The whole range. From a subtle dry black tea presence sufficient to corner what cloy there is in an ordinary bitter all the way to the full on open your mouth and inject spray furniture polish of the imperial double India (and other parts of the empire) pale-ish ale.
Which makes is not all that useful below a high level of abstration.
Aroma more than bitterness.
When the balance of the beer is weighted towards hop characteristics. Aroma, flavor or bitterness, regardless of style.
To me ‘hoppy’ used to mean simply a beer brewed with lots of hops, comparared to other beers.
Now I take it to mean that a beer has noticeable late hop/ dry hop flavours e.g. fruity/spicy/floral, and that this is different to bitterness.
e.g. Some beers such as Coniston Bluebird are pretty hoppy, but not very bitter – others (e.g. some old-fashioned UK bitters) are bitter, but not hoppy, while West Coast IPAs are both.
Perhaps because its meaning is a little unclear, some beerwriters argue against the use of the term at all, but to me, within the craft beer world, it’s meaning is pretty well accepted.
I agree with Jay. Hoppy means aroma- citrusy, piny, spicy. Often that correlates with hop bitterness, but not always. My favorite IIPAs, both commercial (best example is Pliny) and homebrew are pretty bitter, but the intense hop flavor is what I’m looking for.
“Hoppy” is also a fairly relative term; a hoppy stout or brown ale has a LOT less hop flavor and aroma than a hoppy pale ale.
The simple answer is bugger all! Along with malty it’s the laziest phrase used by brewers to describe their beer to consumers – I’m on a one-woman crusade to wipe it off the back of beer bottles.
As you can see by the answers here it’s not a clear explanation of any beer’s relative merits – it is totally open to interpretation and I can’t tell you the amount of times that I’ve had someone look at me when tasting an IPA or pale ale and say tentatively: “I’d describe this as malty wouldn’t I?”
I have no idea why breweries put so much time and effort into making brilliant craft brews and then proceed to describe them as: “a malty beer with a bitter hoppy finish” you may as well say “just drink it and make up your own mind, but don’t ask us to entice you, we know it’s good, come on, why haven’t you bought it yet?!”
Hops can range from earthy to orangey and floral to tropical fruit – not to mention coconut, nettles, grass, piney and so on and so on!
To Melissa’s point, I use it as a relative descriptor:
- malty vs. hoppy (balance)
- somewhat hoppy vs. very hoppy (relative amount)
- hoppy aroma vs. hoppy flavor (nature of hop presence)
Sure, it’s a subjective assessment, but so are light/dark, sweet/sour, malty/balanced, etc. There are measurements for all of those attributes just as there is for hops (via alpha acids)—it may not take into account all the attributes of hops and when/how added, but it can help set expectations.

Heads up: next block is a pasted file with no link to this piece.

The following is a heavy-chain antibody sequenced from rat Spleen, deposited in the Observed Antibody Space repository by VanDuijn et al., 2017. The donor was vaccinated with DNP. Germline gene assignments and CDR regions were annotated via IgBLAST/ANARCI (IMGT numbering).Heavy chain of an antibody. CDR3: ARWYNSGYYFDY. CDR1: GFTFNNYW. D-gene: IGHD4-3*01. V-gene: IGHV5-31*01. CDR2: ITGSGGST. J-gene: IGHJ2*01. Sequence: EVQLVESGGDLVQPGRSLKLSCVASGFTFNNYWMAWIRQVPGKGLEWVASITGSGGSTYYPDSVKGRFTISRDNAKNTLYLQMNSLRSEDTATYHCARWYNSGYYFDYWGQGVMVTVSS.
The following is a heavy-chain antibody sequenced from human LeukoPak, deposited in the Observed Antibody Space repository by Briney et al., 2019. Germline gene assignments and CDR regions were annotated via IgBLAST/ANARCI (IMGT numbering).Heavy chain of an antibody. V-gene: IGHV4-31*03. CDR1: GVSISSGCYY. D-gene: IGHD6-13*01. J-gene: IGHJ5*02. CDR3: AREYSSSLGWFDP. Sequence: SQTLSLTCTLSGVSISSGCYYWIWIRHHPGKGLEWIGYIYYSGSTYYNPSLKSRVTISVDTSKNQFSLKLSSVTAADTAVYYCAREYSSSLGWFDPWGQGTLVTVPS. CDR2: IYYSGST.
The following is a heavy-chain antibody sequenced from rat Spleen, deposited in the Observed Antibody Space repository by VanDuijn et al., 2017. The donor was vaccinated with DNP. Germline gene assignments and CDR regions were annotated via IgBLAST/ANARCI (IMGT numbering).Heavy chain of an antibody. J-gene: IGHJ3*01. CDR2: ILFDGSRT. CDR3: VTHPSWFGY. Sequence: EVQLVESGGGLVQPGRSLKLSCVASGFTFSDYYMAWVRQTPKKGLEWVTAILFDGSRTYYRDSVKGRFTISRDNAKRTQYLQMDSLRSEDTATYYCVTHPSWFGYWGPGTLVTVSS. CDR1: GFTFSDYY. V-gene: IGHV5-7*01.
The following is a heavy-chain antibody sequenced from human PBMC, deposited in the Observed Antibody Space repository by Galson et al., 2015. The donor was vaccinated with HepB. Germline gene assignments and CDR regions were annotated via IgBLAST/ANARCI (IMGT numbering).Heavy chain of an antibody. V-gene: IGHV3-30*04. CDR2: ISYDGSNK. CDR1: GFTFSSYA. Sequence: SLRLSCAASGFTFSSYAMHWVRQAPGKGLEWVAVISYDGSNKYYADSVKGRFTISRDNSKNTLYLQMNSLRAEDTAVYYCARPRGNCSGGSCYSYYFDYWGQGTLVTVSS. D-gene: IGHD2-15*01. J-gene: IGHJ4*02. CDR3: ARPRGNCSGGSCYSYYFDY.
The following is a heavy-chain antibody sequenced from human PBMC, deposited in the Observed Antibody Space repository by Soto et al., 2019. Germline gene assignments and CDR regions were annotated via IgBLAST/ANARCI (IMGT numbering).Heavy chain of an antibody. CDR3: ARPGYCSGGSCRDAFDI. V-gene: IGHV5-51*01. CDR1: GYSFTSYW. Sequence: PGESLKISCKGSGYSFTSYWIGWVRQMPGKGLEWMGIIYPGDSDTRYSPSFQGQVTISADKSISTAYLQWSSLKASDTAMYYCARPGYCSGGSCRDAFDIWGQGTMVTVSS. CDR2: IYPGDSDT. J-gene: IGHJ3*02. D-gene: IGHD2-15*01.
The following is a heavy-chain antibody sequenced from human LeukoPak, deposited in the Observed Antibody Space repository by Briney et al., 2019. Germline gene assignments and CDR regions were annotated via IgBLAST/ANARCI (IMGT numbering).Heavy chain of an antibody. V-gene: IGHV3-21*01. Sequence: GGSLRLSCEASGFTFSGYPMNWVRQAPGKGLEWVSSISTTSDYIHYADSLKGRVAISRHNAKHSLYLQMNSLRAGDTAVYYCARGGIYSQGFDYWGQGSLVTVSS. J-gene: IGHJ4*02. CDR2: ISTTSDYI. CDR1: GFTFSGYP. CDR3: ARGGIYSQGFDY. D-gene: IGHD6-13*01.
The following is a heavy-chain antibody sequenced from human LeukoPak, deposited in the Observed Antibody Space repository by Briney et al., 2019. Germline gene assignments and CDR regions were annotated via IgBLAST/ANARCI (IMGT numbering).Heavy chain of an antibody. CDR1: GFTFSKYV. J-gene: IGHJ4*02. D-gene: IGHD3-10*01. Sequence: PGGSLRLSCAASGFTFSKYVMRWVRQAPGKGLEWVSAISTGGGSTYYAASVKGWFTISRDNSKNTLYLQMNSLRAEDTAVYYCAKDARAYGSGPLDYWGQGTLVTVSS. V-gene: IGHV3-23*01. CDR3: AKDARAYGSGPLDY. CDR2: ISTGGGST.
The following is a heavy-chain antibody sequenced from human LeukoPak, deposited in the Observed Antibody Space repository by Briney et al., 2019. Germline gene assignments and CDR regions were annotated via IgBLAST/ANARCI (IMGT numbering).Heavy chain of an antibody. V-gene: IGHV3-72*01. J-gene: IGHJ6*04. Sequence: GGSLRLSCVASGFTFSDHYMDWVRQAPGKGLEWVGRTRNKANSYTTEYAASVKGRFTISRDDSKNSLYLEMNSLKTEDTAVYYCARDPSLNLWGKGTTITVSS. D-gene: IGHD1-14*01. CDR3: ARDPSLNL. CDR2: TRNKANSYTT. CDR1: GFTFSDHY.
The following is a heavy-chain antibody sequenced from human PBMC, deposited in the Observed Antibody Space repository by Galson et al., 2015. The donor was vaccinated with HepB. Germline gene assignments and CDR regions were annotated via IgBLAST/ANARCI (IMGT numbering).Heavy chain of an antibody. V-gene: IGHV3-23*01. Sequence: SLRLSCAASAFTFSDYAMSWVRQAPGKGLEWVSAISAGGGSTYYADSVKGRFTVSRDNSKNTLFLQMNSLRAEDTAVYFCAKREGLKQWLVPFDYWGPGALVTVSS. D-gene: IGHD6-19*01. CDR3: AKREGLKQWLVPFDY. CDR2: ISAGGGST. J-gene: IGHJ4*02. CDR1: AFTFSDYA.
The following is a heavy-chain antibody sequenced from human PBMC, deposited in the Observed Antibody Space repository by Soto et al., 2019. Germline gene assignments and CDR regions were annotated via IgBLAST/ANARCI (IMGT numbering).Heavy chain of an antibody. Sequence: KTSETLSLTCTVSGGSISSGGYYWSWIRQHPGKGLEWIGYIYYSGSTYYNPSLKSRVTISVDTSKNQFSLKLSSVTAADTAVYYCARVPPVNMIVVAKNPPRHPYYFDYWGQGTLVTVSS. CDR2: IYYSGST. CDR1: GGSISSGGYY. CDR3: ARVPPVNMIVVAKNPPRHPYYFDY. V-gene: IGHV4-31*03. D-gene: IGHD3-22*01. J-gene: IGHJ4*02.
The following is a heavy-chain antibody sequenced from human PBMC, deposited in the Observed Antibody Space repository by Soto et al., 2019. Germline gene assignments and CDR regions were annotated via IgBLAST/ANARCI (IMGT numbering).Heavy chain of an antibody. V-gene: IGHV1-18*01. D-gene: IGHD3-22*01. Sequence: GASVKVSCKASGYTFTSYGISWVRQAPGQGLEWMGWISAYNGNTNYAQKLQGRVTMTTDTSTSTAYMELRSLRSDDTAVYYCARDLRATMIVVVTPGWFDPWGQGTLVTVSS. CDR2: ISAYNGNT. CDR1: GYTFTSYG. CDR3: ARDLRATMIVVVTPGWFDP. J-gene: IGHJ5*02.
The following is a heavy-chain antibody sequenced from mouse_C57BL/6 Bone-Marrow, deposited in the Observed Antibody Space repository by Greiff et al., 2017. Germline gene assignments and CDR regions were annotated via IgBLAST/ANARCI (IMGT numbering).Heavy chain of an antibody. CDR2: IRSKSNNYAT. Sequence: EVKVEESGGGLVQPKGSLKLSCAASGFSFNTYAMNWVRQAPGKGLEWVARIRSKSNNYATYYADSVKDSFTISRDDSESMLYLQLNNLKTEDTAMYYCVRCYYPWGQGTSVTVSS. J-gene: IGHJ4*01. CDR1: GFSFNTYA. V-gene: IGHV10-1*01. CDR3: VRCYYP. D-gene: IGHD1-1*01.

It depends who’s talking. If it’s the brewer, I’m with Melissa – it’s a meaningless marketing phrase. If it’s a hophead talking, I’ll walk away. If it’s my local, I’ll order something else (they know what I don’t like). However, if it’s in Bavaria, I’ll probably drink it – and enjoy it.
“What does hoppy mean? To you?”
I was going to go on about the characteristics of hops I often look for, but that really isn’t the question. And I agree with Melissa, I try to never use the terms “hoppy” or “malty” as descriptors for a beer’s flavor, they’re too general, but as mrmambo points out, they set expectations.
“Hoppy” to me is how I think of a beer that is balanced toward the hop characters and away from the malt characters — whether it’s over-the-top hoppy or just a little more hop forward.
As sfresh says, “Aroma, flavor or bitterness, regardless of style.”
Sierra Nevada’s Pale Ale is hoppy, as is the Big Foot. Paulaner Helles is not hoppy, as Salvator also is not.
Mike, where does Bavarian hophead fit in ;>)
If you can make sense of the question it is serious, because – I don’t have to tell you – some of the world’s most wonderful hops are grown in Bavaria.
@mrmambo the key word there is relative, how does a beer novice have anything to relate to? How does a consumer have any idea of what the baseline of malty is?
And hoppy aroma can range from catty to lychee – so how is hop aroma any more helpful? And even I’ll admit that when it comes to colour of beer brewers don’t limit themselves to light or dark, they generally at least manage straw, copper and black as minimum!
As for measurement via alpha acids that’s a guide for brewers at brewing point and EBUs/IBUs, or whatever scale you choose, are pretty much a false scale because they have little relevance to the way you experience the finished product; take two British beers as a great example.
Fuller’s London Pride, technically, has a much lower IBU rating than its barley wine counterpart Golden Pride.
However no one ever picks Golden Pride as being the more bitter one because it has fair more underlying sweetness – ergo the IBU rating is a flawed scale when it comes to human experience; something that was brilliantly demonstrated in the 2009 GABF judges’ briefing.